Posted inArts & Culture

Ben Butler

Something’s not quite right with one of the walls in the back room at Zg Gallery. It has molding not only across the top and bottom but over the whole surface–white plaster strips, each with a different design, each tilted a bit off horizontal. And the wall itself leans backward, further unbalancing the patterns. This […]

Posted inArts & Culture

Bailiwick Repertory Directors’ Festival: “In Adaptation/Translation”

The second installment of Bailiwick Repertory’s 2003 showcase of emerging directors focuses on new productions based on other sources. (The first segment of the festival, “Chicago Works,” ran in February; a gay- and lesbian-themed series is planned for June.) “In Adaptation/Translation” runs through April 23 at the Bailiwick Arts Center, 1229 W. Belmont. Performances take […]

Posted inNews & Politics

Sports Section

The White Sox returned to town for their home opener last Friday looking very much the snakebit team they’ve been since they were swept by Seattle in the 2000 playoffs–since the 1919 Black Sox scandal, truth be told. Though picked to contend with the Minnesota Twins for the American League Central title this year after […]

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Cafe Society/Us

Cafe Society, A Reasonable Facsimile Theatre Company, at the Cornservatory, and US, Open Cage Ensemble, at the Cornservatory. If a woman’s too nice, she’s likely to find herself in trouble. That’s what happens in Robert Simonson’s new play when Karen (Amanda White), a program editor for New York’s Lincoln Center, hesitantly agrees to be friends […]

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On Film: the real Humboldt Park

When director Antonio Franceschi approached 26th Ward alderman Billy Ocasio early last summer for help shooting on location in and around Humboldt Park, the alderman needed some convincing. Filmmakers who’d shot in the neighborhood before had more often than not contributed to its image as an impoverished wasteland of hustlers, heroin addicts, and homeless people. […]

Posted inNews & Politics

City File

Anthropomorphize this! The spring issue of the state-produced tourism magazine Illinois Now! describes the Shedd Aquarium’s training program for sharks as “the Harvard of fish schools.” It also claims that another fish, “the exhibition’s brightest star,” was adopted by the Shedd after “his previous owner left him in a bucket on the aquarium’s steps.” “Nearly […]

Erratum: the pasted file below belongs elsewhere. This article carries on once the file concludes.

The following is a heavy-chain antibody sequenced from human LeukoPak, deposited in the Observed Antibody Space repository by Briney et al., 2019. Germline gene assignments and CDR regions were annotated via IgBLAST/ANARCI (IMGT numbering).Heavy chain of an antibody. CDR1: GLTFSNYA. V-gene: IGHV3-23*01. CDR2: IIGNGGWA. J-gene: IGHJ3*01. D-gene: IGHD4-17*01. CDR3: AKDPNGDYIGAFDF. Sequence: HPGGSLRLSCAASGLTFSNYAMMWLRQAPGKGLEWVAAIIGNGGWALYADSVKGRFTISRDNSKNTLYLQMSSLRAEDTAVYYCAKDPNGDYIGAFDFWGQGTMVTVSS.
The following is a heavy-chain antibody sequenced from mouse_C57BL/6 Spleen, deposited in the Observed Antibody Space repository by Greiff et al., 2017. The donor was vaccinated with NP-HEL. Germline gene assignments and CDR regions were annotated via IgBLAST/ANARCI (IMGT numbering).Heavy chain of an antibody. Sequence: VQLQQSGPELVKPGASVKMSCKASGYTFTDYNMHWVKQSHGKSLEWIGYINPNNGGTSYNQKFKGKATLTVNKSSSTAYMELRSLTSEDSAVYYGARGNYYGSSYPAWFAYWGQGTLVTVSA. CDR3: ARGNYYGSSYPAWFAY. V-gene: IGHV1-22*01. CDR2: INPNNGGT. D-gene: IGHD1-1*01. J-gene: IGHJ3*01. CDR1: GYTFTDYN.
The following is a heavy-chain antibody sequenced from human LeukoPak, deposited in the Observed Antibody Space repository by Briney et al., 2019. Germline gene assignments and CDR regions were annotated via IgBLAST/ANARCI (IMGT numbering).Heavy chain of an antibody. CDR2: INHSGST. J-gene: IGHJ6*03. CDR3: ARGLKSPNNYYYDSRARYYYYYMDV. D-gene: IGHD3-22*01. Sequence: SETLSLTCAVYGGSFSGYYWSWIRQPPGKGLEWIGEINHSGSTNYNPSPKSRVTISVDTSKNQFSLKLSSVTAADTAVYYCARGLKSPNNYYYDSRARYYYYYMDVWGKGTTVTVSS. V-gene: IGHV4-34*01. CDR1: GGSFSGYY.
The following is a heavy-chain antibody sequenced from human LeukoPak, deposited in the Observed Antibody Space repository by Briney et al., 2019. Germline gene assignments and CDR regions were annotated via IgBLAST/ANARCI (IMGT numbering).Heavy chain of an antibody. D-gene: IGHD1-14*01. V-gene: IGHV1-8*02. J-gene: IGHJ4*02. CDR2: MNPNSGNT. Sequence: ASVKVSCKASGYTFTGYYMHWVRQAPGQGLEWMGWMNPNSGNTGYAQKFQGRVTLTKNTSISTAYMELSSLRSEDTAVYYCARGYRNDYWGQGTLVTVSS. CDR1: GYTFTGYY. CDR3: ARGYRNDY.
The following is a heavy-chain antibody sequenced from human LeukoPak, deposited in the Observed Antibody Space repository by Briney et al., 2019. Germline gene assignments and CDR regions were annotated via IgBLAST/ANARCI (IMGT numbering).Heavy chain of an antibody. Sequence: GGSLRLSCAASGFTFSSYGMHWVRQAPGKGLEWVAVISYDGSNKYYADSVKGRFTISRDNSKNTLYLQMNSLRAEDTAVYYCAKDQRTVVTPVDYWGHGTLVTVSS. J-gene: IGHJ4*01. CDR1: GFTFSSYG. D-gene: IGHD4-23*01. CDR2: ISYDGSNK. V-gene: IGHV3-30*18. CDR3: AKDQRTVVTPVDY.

Posted inMusic

Spot Check

BOB LOG III, LONESOME ORGANIST 4/11, SUBTERRANEAN Neoblues wild man Bob Log III, a bundle of lascivious stage energy, can do more by his lonesome than most full bands–and with a woman on his lap. On his new Log Bomb (Fat Possum) he sticks to what he’s best at–maniacal slide-driven R & B so lewd […]

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Califone, Brokeback

On Califone’s excellent new album, Quicksand/Cradlesnakes (Thrill Jockey), singer and multi-instrumentalist Tim Rutili once again demonstrates a deep understanding of the simple elegance of American folk music; he writes tender, homey blues-soaked songs that sound shopworn yet thoroughly contemporary. His small, bittersweet croak is sewn inextricably into the music–an ever-changing fabric of dried-out string sounds […]

Posted inArts & Culture

Civic Orchestra of Chicago

For over eight decades the Civic Orchestra has been the Chicago Symphony Orchestra’s training ensemble, recruiting dozens of instrumentalists every year from leading music schools and putting them under the tutelage of CSO musicians and maestros such as Daniel Barenboim, Pierre Boulez, and Pinchas Zukerman. For next Monday’s concert the guest conductor is Roberto Abbado, […]

Posted inArts & Culture

The Colonel Bird

The Colonel Bird, Journeymen, at Holy Covenant United Methodist Church. The timing for this production couldn’t be better. Bulgarian playwright Hristo Boytchev sets his play in a former monastery now used as a psychiatric ward, deep in the Balkan mountains during the Bosnian war. A young doctor is sent to tend to six patients: an […]

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King o’ the Moon

King o’ the Moon, Mercury Theater. In this sequel to Over the Tavern, Tom Dudzick attempts to repeat the trick he pulled off in his popular first play: faithfully re-creating an unfamiliar, long-gone world. But that play is set in 1959, before the pill, Vietnam, and Vatican II, and King o’ the Moon is set […]

Posted inNews & Politics

Datebook

APRIL 11 FRIDAY “I was talking to a [bicycle racing] teammate this winter,” says Chicagoland Bicycle Federation program director Randy Warren, “and he said, ‘I really need a bike trainer with rollers.’ I said it’s too bad we don’t have a swap meet here in Chicago, because it’s a good way to get stuff inexpensively.” […]

Posted inArts & Culture

Ute Lemper

Even if Ute Lemper weren’t a dazzling vocal technician, a powerful and erotic dancer, and an imaginative and chameleonic actor, the sheer range of her repertoire would set her apart from every other singer working in cabaret, musical theater, and pop. On past recordings she has radically reinterpreted material by European giants like Kurt Weill […]